China’s overnight money-market rate rose to the highest in more than two months on quarter-end cash demand and increased funding needs before corporate share sales.
Four companies will open subscriptions for initial public offerings today, and the biggest impact on the money market will be on June 23, when an estimated 500 billion yuan ($80 billion) will be frozen at lenders, according to a report today by Shenyin Wanguo Securities Co. Chinese banks tend to hold more cash every three months to meet requirements set by regulators.
“The quarter-end regulatory checks will certainly have an impact on the liquidity, and the resumption of IPOs will add further pressure,” Shenyin Wanguo analysts led by Chen Kang in Shanghai and Luo Yunfeng in Beijing wrote in the note. “The IPO impact will diminish after June 23.”
The overnight repurchase rate, a gauge of interbank funding availability, rose five basis point, or 0.05 percentage point, to 2.67 percent as of 4:35 p.m. in Shanghai, according to a weighted average from the National Interbank Funding Center. That was the highest level since April 11. The 14-day repo rate jumped 82 basis points, the most since March 19, to 4.49 percent.
The cost of one-year interest-rate swaps, the fixed payment needed to receive the floating seven-day repo rate, rose three basis points to 3.47 percent, data compiled by Bloomberg show. The rate fell to a two-week low of 3.375 percent yesterday.
The People’s Bank of China sold 30 billion yuan of 28-day repo agreements yesterday, offsetting almost half of the 65 billion repo contracts maturing this week that will inject cash into the banking system, data compiled by Bloomberg show. The central bank asked lenders to submit orders for 14- and 28-day repos, 14-day reverse repos, and 91-day bills tomorrow, according to a trader at a primary dealer required to bid at the auctions.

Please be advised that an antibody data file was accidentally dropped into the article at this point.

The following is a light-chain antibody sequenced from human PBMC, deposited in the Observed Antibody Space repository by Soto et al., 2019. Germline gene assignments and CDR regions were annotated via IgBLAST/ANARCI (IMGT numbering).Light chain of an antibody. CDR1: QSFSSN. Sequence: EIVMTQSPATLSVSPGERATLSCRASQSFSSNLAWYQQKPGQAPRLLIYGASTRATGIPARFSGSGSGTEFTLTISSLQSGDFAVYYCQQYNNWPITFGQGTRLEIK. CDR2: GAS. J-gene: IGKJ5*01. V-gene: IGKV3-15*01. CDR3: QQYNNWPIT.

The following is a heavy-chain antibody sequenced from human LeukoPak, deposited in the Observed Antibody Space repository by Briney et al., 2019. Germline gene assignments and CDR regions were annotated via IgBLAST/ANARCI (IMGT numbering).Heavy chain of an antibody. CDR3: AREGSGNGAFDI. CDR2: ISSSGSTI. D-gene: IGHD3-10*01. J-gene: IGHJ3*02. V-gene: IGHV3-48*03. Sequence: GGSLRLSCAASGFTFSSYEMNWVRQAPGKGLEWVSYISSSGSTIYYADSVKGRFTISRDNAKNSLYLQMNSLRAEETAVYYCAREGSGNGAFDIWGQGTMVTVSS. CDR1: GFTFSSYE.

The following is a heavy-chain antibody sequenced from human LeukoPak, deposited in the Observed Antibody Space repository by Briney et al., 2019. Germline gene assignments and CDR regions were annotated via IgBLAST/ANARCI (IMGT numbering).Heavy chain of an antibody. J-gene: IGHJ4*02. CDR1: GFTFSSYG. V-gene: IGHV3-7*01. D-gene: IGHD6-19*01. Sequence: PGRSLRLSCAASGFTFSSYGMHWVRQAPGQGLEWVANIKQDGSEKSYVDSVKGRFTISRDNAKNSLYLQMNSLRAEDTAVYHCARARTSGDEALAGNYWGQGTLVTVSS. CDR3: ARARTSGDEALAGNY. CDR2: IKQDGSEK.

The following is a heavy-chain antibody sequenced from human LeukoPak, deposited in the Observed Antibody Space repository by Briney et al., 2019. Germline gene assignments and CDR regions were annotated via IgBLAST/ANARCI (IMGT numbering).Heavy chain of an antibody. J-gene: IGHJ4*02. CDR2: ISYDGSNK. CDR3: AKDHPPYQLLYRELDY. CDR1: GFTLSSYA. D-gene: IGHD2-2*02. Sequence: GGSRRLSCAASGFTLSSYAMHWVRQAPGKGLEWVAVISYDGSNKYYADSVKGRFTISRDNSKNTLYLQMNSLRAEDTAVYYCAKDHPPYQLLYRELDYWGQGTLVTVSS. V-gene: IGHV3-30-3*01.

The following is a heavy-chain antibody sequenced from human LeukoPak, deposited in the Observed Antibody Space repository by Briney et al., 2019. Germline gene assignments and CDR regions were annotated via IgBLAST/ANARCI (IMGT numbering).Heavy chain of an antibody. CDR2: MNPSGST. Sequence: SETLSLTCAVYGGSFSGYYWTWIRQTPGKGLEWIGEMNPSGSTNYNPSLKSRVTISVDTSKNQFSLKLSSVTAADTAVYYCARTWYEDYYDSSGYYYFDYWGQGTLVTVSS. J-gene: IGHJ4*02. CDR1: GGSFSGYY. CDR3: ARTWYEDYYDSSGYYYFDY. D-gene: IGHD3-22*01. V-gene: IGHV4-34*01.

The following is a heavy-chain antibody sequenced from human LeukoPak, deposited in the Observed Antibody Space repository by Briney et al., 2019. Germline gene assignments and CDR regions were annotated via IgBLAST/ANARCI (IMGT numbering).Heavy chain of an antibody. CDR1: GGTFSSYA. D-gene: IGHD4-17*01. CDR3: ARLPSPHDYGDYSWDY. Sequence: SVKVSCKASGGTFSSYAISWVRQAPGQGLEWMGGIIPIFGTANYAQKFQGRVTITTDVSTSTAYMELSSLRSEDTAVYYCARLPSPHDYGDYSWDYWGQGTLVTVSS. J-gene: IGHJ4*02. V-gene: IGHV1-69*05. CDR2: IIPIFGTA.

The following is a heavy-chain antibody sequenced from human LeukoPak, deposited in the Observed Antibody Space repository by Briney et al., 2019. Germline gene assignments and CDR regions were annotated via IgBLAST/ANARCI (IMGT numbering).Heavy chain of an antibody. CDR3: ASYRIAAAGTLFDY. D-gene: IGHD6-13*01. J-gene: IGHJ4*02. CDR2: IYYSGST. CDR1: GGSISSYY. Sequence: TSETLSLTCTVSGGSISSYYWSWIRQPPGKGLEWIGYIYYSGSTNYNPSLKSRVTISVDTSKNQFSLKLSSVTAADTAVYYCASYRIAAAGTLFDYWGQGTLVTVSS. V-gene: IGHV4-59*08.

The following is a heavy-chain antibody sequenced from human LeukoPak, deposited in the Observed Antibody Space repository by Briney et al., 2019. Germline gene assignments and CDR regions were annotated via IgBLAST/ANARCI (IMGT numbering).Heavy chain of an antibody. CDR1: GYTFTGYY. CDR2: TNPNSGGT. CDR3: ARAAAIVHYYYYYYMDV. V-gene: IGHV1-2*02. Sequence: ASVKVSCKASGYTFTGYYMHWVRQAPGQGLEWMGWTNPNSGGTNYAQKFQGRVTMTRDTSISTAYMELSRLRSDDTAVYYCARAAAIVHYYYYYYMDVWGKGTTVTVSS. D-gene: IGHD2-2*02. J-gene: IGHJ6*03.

The central bank is planning a medium-term policy rate through pledged supplementary lending, the China Business News reported today, without saying where it got the information. Interest-rate liberalization tops the nine “major” financial market reform tasks this year, Ji Zhihong, the PBOC’s financial market department head, wrote in an article in the People’s Daily today.
China’s new-home prices rose in 15 of the 70 cities tracked by the government last month from April, the fewest number of cities in two years, according to data from the statistics bureau released today.
“The data highlight weakening of the residential real estate market and the risk it poses to economic recovery,” said Dariusz Kowalczyk, a Hong Kong-based senior economist at Credit Agricole CIB. “While the trend is strong and negative, however, the figures are not bad enough yet to change the big picture narrative of a stabilizing economy.”
The yield on the 4.42 percent government bonds due March 2024 rose two basis points to 4.09 percent, National Interbank Funding Center prices show.
The Ministry of Finance sold 28.01 billion yuan of 10-year notes at a yield of 4 percent today, more than the 28 billion yuan on offer, according to a statement on its website. That compares with the median estimate of 4.05 percent in a Bloomberg News survey of five traders and analysts.